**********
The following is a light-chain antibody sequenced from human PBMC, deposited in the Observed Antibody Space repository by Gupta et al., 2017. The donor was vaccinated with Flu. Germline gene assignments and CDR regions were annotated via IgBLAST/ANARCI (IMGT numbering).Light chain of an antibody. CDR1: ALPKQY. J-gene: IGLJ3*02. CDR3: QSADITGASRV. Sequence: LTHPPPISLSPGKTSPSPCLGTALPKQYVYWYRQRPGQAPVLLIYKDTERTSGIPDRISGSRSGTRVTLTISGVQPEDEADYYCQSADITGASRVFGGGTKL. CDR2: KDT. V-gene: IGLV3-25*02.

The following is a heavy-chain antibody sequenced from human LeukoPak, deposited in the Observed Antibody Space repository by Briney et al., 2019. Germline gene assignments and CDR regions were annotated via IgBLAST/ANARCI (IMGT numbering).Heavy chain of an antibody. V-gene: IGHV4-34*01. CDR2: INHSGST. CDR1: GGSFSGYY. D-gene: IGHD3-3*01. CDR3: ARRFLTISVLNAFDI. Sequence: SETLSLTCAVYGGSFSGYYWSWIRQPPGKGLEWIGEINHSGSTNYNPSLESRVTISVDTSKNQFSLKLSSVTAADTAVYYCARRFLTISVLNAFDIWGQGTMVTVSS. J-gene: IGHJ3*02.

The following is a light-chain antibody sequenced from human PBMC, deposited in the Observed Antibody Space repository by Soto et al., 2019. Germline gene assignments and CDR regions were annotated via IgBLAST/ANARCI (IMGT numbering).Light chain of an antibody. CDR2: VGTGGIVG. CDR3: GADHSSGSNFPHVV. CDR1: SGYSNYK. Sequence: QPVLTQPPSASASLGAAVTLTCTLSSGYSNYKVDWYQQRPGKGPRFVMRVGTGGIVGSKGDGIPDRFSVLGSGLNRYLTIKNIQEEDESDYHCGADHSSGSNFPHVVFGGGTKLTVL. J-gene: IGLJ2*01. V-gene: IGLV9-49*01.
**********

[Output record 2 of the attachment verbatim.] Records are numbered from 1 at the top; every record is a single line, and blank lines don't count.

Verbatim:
The following is a heavy-chain antibody sequenced from human LeukoPak, deposited in the Observed Antibody Space repository by Briney et al., 2019. Germline gene assignments and CDR regions were annotated via IgBLAST/ANARCI (IMGT numbering).Heavy chain of an antibody. V-gene: IGHV4-34*01. CDR2: INHSGST. CDR1: GGSFSGYY. D-gene: IGHD3-3*01. CDR3: ARRFLTISVLNAFDI. Sequence: SETLSLTCAVYGGSFSGYYWSWIRQPPGKGLEWIGEINHSGSTNYNPSLESRVTISVDTSKNQFSLKLSSVTAADTAVYYCARRFLTISVLNAFDIWGQGTMVTVSS. J-gene: IGHJ3*02.